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Amidst increased expenses, increased parking rates are necessary, TAPS director says
Starting July 1, parking permit rates on campus are scheduled to see an increase in prices. Permit holders have been emailed and notified of the upcoming increases.
According to the Transportation and Parking Services (TAPS), another email will go out with the option of renewal for parking permits. It will also explain how to enroll in payroll deductions for access to the electric vehicle charging stations.
For the 2019-2020 school year, parking rates will increase by up to $5 in each category of parking permits. C-permits will move from $55 to $65. Visitor parking will only increase from $9 to $10. Citation fines will also see increases.
Since 2009, there have been dollar increases in parking permit rates, until 2017 when TAPS made a $4 increase.
TAPS stated the costs to operate its facilities such as lots, roads and pathways have surpassed the rate increases over the past few years. With the lots operating at their capacity, TAPS has had to look at other methods such as stack parking that have also brought a financial burden to the organization.
As demand has increased over the years, TAPS is not looking to create more parking spaces or parking structures, with the exception of the Veterinary Medical Teaching Hospital District. Instead, it has shifted its focus to alternative methods for getting people to campus and reducing single occupancy vehicles.
Clifford Contreras, the director of TAPS, said it is very open and happy to provide information to the community and the campus as to why these new increases are happening. Contreras mentioned he reached out to five constituent groups on campus to present the information regarding the price hike. The groups include the Academic Federation, the Graduate Student Association, ASUCD, the Staff Assembly and the Academic Senate.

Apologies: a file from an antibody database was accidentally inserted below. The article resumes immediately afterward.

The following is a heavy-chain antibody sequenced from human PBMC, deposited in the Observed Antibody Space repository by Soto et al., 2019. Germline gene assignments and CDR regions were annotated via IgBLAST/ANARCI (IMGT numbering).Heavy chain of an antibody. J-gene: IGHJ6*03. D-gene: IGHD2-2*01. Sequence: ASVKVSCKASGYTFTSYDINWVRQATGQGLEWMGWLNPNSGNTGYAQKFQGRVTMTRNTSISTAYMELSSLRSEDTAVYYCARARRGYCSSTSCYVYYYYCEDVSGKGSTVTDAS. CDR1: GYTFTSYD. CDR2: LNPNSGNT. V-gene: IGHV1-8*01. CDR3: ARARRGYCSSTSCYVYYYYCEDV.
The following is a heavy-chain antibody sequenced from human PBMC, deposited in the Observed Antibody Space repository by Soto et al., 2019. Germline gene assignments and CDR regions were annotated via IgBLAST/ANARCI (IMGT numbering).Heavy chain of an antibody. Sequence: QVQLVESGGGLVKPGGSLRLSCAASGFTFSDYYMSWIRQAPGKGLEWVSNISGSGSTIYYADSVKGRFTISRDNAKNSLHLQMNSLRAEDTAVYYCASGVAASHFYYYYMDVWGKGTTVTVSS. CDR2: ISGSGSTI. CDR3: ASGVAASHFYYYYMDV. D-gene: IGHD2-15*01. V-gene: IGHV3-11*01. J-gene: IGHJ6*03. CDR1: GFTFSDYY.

Contreras spoke about the six areas that have caused the increase in prices. He mentioned base expenses that can range from employee salaries to the pens and paper they use. The unrelated business income tax is also a new expense for the organization. Other factors include the increased utilization of stack parking, the shuttle from the UC Davis Medical Center in Sacramento and additional contributions to roads, paths and parking facilities. TAPS has also hired a new career staff employee. These expenses have amounted to about one million dollars for the upcoming year.
“We are a self supportive unit, we receive no money from the campus, the state or the federal government, so the money comes from fees and citations,” Contreras said.
In defense of the move to not build more parking areas or structures, Contreras spoke of the alternatives TAPS will look into.
One of the reasons behind this move is the sustainability goals TAPS is looking to meet. By the year 2025, TAPS hopes to reduce single occupancy vehicles by 10%, bringing forth alternatives to convince people to find other options.
“We are looking to encourage and reward people to choose an alternative to driving alone and as a result of that we would no longer need to build additional parking; instead we would have new programs and services,” Contreras said.
TAPS also hired a consultant to identify and make recommendations on the 10 best ways to incentivize commuters to no longer drive single occupancy vehicles to campus.
“We will begin our engagement process with the campus community and show them the top 10 recommendations of the report and that is how we will implement them,” Contreras said.